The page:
The inspection was carried out by two Additional Inspectors.
Description of the school
Farnborough Primary is situated at the heart of the village community. The numbers on roll are declining in this small school. The number of pupils in each year group is small, and the proportion of pupils identified as having learning difficulties and/or disabilities is greater than that found nationally. As a result, there are large fluctuations in standards from year to year. The vast majority of its pupils are of White British heritage. There is a wide range of abilities when children start in the Reception class but language skills and aspects of mathematical development are usually below those expected. The school has successfully achieved the Healthy School Award and a Sports Mark Award.
Overall effectiveness of the school
Farmborough Church of England Primary is a good school that provides well for its pupils' academic progress and their personal development. Pupils are given good levels of care and support and they consequently feel safe, secure and are developing in confidence and maturity. They have a good understanding of how to develop a healthy lifestyle and make positive choices about what they eat and about exercise. Pupils respond very well to opportunities to take responsibility and show good levels of initiative. Their contribution to the life of the school and to the community is excellent. Most pupils behave well in class and around the school. There is a small group of pupils who are not as well behaved as the majority and although this is usually effectively managed, a small but significant number of parents do not have confidence in the school's methods or expectations.
Pupils of all abilities achieve well. This good progress starts in the Reception class where skilled teaching and high levels of support enable children to settle into school routines successfully and to enjoy their learning. Teaching is good throughout the school and teachers promote pupils' learning effectively. They make lessons fun and often link different aspects of learning together to make activities more meaningful and enjoyable. Pupils are given a clear understanding of how well they are doing in their work and are developing a good understanding of how to improve.
Standards in all classes fluctuate from year to year because of the small numbers. In Year 2, standards are usually broadly average. In Year 6, national test results have ranged from extremely high in one year to well below average in another because of the fluctuating number of pupils with learning difficulties and/or disabilities. Currently, standards are stronger than in 2007 and pupils in Year 6 are on track to reach above average standards. English is the strongest subject and progress is good throughout the school. Progress in mathematics is satisfactory because less attention has been given to promoting pupils' mathematics knowledge and skills than to those in reading and writing. The curriculum meets pupils' needs well. It is not as strong in mathematics. The range of additional activities and after school clubs is good and enriches pupils' learning very well. Standards and progress in information and communication technology (ICT) are good and pupils use their skills well to support learning in other subjects.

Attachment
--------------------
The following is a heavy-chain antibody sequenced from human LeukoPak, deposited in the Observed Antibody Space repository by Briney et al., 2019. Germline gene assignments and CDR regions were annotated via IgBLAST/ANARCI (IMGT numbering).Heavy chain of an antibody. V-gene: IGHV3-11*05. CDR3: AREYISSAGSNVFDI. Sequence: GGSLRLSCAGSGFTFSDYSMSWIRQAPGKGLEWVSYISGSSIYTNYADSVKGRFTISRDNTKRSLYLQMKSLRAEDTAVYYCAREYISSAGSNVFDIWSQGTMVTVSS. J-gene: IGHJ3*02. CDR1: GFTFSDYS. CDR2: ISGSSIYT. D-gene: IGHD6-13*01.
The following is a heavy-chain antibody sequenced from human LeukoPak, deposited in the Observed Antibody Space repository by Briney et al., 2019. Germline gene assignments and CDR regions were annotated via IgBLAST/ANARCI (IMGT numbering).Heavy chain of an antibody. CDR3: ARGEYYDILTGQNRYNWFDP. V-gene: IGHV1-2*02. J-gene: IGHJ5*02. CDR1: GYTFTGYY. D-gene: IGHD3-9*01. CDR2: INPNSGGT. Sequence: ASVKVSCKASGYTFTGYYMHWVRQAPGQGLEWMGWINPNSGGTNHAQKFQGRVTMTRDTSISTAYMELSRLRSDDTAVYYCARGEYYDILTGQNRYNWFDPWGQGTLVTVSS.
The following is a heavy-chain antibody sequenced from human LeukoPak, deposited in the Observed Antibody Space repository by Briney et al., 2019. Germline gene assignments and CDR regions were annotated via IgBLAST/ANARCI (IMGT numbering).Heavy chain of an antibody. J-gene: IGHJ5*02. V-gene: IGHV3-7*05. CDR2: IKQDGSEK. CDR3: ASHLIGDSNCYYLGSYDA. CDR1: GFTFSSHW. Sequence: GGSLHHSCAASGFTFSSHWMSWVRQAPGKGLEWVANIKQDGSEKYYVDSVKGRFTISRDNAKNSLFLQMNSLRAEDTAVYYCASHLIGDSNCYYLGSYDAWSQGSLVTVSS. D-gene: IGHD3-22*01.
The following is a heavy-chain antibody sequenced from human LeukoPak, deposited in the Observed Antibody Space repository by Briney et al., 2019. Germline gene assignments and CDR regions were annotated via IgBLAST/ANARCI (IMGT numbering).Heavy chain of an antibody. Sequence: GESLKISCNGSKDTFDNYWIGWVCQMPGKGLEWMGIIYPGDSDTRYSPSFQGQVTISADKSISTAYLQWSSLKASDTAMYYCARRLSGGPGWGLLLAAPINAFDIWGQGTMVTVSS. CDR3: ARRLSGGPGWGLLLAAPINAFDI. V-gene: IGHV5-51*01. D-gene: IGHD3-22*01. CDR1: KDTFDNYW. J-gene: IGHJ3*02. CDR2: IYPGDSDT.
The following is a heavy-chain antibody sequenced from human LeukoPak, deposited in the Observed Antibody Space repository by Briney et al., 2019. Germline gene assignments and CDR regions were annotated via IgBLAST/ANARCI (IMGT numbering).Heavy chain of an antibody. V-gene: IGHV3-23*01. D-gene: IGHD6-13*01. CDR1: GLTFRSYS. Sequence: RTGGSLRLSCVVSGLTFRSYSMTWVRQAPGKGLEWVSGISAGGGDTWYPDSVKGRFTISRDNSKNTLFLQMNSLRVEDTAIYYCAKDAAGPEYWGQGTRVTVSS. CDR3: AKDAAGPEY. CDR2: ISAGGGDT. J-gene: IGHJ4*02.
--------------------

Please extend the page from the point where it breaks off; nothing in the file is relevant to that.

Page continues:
Leadership and management are good and have led to many improvements since the last inspection. There are comprehensive systems for checking on pupils' progress and identifying when pupils need additional support to achieve well. The school keeps parents well informed about current events and pupils' achievements. The staff work together as a strong team and parents recognise their dedication and care. The views of parents are sought on a wide range of matters, but a small but significant number of parents do not feel that the school takes these views sufficiently into account. Based on the many successful initiatives already in place, the school's capacity for further improvement is good.
Effectiveness of the Foundation Stage
The provision for children in the Reception class is good. There are successful links with the pre-school group now situated within the school and children settle into school routines really well. The staff have a good understanding of the needs of these young children and they are given almost individual attention thanks to the good number of adults usually in the class. As a result, children make good progress, especially in language skills, and many children reach the standards expected by the time they move into Year 1. The curriculum is well adapted to stimulate children's interests and curiosity. The classroom, conservatory and outside area are used well to promote the curriculum and to give opportunities to learn in a variety of ways. Adult led activities and opportunities to work independently on their self-chosen tasks all ensure children's good progress. Greater opportunities to choose from mathematical activities as part of their independent work, however, would give greater balance to children's tasks. Each step of their learning is monitored well. Leadership of the Foundation Stage is good and there are plans to further improve this already good provision.
What the school should do to improve further
- Raise pupils' achievement in mathematics to at least equal that in English and ICT.
- Build more effective links with parents to strengthen relationships so parents feel confident that the school takes their views into account.
Achievement and standards
Pupils achieve well from their various starting points. Attainment varies from year to year but the trend is towards above average standards by the end of Year 6. In 2007 standards declined, especially in English, but this was the consequence of a group of pupils with specific learning difficulties. Pupils in Year 6 are now on track to reach above average standards especially in reading and writing. Progress in mathematics is generally satisfactory and standards are average. The school has identified this relative weakness and has put additional support into the teaching of mathematics. Standards in science are also broadly average. The school has focused successfully on improving pupils' investigative skills, so standards and achievement in science are rising.